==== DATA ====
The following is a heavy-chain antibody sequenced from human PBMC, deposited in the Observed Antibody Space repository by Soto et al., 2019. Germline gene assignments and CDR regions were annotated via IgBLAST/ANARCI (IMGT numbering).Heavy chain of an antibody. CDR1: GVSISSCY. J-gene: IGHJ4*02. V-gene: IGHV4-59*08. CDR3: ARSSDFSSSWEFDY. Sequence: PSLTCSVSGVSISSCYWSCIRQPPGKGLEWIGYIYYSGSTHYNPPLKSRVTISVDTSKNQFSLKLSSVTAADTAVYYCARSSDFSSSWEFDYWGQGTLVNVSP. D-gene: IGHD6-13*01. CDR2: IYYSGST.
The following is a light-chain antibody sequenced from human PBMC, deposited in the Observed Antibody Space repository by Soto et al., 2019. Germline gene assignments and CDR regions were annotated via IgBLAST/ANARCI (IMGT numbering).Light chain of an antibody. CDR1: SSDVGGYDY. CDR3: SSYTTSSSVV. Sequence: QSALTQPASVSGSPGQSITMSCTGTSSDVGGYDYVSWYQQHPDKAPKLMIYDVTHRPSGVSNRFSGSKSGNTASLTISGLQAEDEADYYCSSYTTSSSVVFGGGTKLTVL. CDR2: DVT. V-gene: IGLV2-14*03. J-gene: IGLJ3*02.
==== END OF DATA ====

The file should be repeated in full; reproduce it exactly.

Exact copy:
The following is a heavy-chain antibody sequenced from human PBMC, deposited in the Observed Antibody Space repository by Soto et al., 2019. Germline gene assignments and CDR regions were annotated via IgBLAST/ANARCI (IMGT numbering).Heavy chain of an antibody. CDR1: GVSISSCY. J-gene: IGHJ4*02. V-gene: IGHV4-59*08. CDR3: ARSSDFSSSWEFDY. Sequence: PSLTCSVSGVSISSCYWSCIRQPPGKGLEWIGYIYYSGSTHYNPPLKSRVTISVDTSKNQFSLKLSSVTAADTAVYYCARSSDFSSSWEFDYWGQGTLVNVSP. D-gene: IGHD6-13*01. CDR2: IYYSGST.
The following is a light-chain antibody sequenced from human PBMC, deposited in the Observed Antibody Space repository by Soto et al., 2019. Germline gene assignments and CDR regions were annotated via IgBLAST/ANARCI (IMGT numbering).Light chain of an antibody. CDR1: SSDVGGYDY. CDR3: SSYTTSSSVV. Sequence: QSALTQPASVSGSPGQSITMSCTGTSSDVGGYDYVSWYQQHPDKAPKLMIYDVTHRPSGVSNRFSGSKSGNTASLTISGLQAEDEADYYCSSYTTSSSVVFGGGTKLTVL. CDR2: DVT. V-gene: IGLV2-14*03. J-gene: IGLJ3*02.